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Tentative plan for TSPLOST discretionary funds

Posted: August 28, 2013 - 12:10am  |  Updated: August 28, 2013 - 12:22am

 

Columbia County officials have started planning what to do with the discretionary funds awarded to each county from the Transportation Investment Act of 2010.

Officials considered a proposed list of projects at a Tuesday Development and Engineering Services Committee meeting.

“These are just things we see that could enhance the life in Columbia County,” Engineering Services Division Director Matt Schlachter said.

Of the $840 million state officials expect to be collected through the TIA, or TSPLOST, program in the 13-county CSRA Region over the next decade, 25 percent is being allocated to counties in the region as transportation discretionary funds. Those funds can be used for transportation projects at the judgement of county leaders.

The proposed list of projects includes turn lanes as needed throughout the county. Commission Chairman Ron Cross was particularly concerned about the addition of turn lanes to William Few Parkway and Hardy-McManus Road.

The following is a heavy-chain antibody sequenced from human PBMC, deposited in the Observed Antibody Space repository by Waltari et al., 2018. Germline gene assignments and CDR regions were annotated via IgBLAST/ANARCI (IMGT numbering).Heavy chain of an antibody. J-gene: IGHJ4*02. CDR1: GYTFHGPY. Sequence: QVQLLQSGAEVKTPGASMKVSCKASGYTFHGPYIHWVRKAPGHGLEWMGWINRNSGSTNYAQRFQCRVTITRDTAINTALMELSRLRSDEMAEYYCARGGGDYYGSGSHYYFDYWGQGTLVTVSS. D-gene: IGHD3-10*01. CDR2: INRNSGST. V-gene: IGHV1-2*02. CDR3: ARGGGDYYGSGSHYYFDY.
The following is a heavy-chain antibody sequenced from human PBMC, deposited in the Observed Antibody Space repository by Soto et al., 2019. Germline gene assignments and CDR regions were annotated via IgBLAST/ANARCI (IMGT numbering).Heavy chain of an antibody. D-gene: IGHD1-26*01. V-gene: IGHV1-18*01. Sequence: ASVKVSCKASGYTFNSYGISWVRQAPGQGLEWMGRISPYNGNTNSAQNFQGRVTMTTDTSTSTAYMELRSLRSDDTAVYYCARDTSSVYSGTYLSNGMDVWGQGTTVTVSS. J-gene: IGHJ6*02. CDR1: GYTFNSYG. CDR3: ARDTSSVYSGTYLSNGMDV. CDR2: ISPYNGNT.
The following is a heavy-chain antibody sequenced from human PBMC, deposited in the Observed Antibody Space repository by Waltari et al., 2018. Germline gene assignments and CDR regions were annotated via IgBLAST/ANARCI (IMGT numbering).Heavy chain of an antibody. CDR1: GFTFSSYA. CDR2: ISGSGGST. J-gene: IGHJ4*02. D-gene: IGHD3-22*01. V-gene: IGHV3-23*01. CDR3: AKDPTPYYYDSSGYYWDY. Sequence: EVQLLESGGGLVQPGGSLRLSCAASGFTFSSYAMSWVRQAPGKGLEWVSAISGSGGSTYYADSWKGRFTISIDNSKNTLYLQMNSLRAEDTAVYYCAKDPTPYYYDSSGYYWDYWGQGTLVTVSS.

The proposed list is expected to be approved at the Tuesday commission meeting. Sidewalks for Blue Ridge Drive from Evans to Locks Road to Clark Pointe and on Conn Drive from Sumter Landing to Mullikin Road, the first projects to be considered from the list, also were approved to send forward for final approval Tuesday.

The list also includes completing the multi-use trail along Evans to Locks Road, sidewalks to The Pass, Clark Pointe, Old Evans Road, Stevens Creek Road and Old Trail Road, and intersection improvements on William Few Parkway, Blue Ridge Drive, Old Evans Road, Hereford Farm Road, Evans to Locks Road and Southern Pines Drive.

Schlachter said the projects are proposed and have not yet been designed. Approval at Tuesday’s meeting would allow design and engineering work to begin.

“This is just a list that kind of gives an idea the direction the commission wants to go,” county Administrator Scott Johnson said, adding that projects
can be added, deleted, changed or pushed as necessary.

The projects, Schlachter said, were prioritized based on need and focus on school zones and other areas that need work.

Schlachter said the county has already collected about $1.2 million of discretionary funds. He expects about $20 million in discretionary funds to be collected in the next 10 years.

Unlike the projects on the approved TSPLOST list, which have to be completed before the end of the tax’s 10-year lifespan, there is no time limit to use the discretionary funds.

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